the government under the narrow exception carved out in Nathan for a complaint where
“specific allegations of the defendant’s fraudulent conduct necessarily [lead] to the
plausible inference that false claims were presented to the government.” Nathan, 707
F.3d at 457. However, Grant’s argument that “it is utterly implausible that United
continued working . . . yet no related claims were presented to the government” fails
because the simple fact that United performed allegedly deficient work on the C-17
engines does not mean that these claims were necessarily submitted to the Air Force.
ECF No. 46 at 8. Indeed, this exact argument was rejected by the court in United States
ex rel. Szymoniak v. American Home Mortgage Servicing, Inc., 10-cv-01465 (D.S.C.
July 25, 2014), where the FCA relator argued that it was “not plausible that the costs of
preparing the thousands of fraudulent documents . . . were not charged to the trusts or
[the Agency of Housing and Urban Development].” ECF No. 50 at 5. This court finds
guidance in the reasoning of the Szymoniak court, which held that the complaint did not
meet the 9(b) standard because the relator did not plead facts that:
this scheme actually resulted in the submission of specific false claims to
[the Agency of Housing and Urban Development] for payments pursuant
to the [Fair Housing Act] mortgage insurance program . . . Thus, like in
Nathan, Relator alleges an underlying fraudulent scheme but fails to
provide the next link for [False Claims Act] liability to attach—that
Defendants submitted false claims to [the Agency of Housing and Urban
Development] for payments.
United may have been the only company that performed the specific task of
overhauling the inlets in the C-17’s engine, but Grant’s argument that “the only plausible
inference is that United’s continued work . . . resulted in claims on the government” and
that “it is utterly implausible that United continued working . . . and yet no related claims
were presented to the government” is similar to the relator’s unsuccessful argument in
Szymoniak. ECF No. 46 at 16. The court agrees with United that there are “plausible
situations in which United would not necessarily bill for the work that he observed” and
that United could have “addressed the alleged nonconformities prior to billing.” Indeed,
the subcontracting structure that Grant alleges in the SAC makes it more likely that
another party in the subcontracting structure, such as Pratt & Whitney or Boeing, could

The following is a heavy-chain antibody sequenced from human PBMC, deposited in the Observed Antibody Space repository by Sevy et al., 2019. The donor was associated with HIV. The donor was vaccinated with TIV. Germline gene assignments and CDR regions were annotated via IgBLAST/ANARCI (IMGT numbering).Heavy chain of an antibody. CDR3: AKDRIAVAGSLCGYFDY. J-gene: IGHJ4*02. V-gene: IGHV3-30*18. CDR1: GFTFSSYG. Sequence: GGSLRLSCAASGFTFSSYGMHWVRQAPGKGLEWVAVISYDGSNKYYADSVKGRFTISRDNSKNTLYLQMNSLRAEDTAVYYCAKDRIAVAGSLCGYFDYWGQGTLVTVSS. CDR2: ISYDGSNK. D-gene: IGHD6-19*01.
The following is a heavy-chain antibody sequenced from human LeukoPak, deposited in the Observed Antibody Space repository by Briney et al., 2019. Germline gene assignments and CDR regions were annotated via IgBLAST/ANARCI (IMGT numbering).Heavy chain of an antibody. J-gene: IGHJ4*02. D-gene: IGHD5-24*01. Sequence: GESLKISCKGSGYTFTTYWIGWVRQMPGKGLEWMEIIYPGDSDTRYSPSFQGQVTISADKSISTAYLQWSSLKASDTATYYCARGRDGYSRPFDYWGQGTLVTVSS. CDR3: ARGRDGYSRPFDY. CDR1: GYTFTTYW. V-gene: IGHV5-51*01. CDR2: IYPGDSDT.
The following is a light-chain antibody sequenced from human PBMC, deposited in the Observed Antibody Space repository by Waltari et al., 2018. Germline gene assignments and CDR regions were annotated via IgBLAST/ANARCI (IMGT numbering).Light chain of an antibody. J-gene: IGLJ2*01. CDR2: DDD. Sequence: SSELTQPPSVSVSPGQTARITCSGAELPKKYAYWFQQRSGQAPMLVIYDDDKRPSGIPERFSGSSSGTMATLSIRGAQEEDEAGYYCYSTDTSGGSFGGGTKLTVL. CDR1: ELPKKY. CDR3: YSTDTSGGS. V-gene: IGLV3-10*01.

have identified the deficiencies in the C-17 engines and informed United which would
have corrected these deficiencies before submitting the claim was ultimately submitted to
the government. ECF No. 50 at 4. Grant cannot state a claim under the FCA based on
the presumption that United submitted false claims to the Air Force under a contract that
it had with Boeing and Pratt & Whitney. This is particularly so when, as here, there are
companies above United such as Boeing and Pratt & Whitney that could have caught the
deficiencies in the C-17 engines and corrected them before the Air Force ultimately
received the C-17 engines. To assume that United’s allegedly “pencil-whipped”
maintenance work on the C-17 engines led to deficient engines being delivered to the Air
Force, as opposed to deficient engines being delivered to Boeing or Pratt & Whitney as
the next company in the subcontracting scheme that then fixed any deficiencies in the C17 engine, is too great an analytical leap for the court to make.
Ultimately, under Nathan the FCA relator must identify either specific false
claims or allege a scheme that necessarily resulted in the submission of false claims. As
explained above, the SAC’s allegations do not meet either of these standards.
Accordingly, the court finds that SAC fails to plead presentment under the requirements
of both the FCA and Rule 9(b).
Making or using false records or statements material to
payment or approval of false claims under 31 U.S.C. §
United next contends that Grant’s claim that United knowingly made, used, or
caused to be made, a false record or statement material to a false or fraudulent claim fails
under § 3729(a)(1)(B) because the SAC does allege presentment of an actual false claim.
ECF No. 43 at 8. Grant alleges that United violated § 3729(a)(1)(B) by keeping false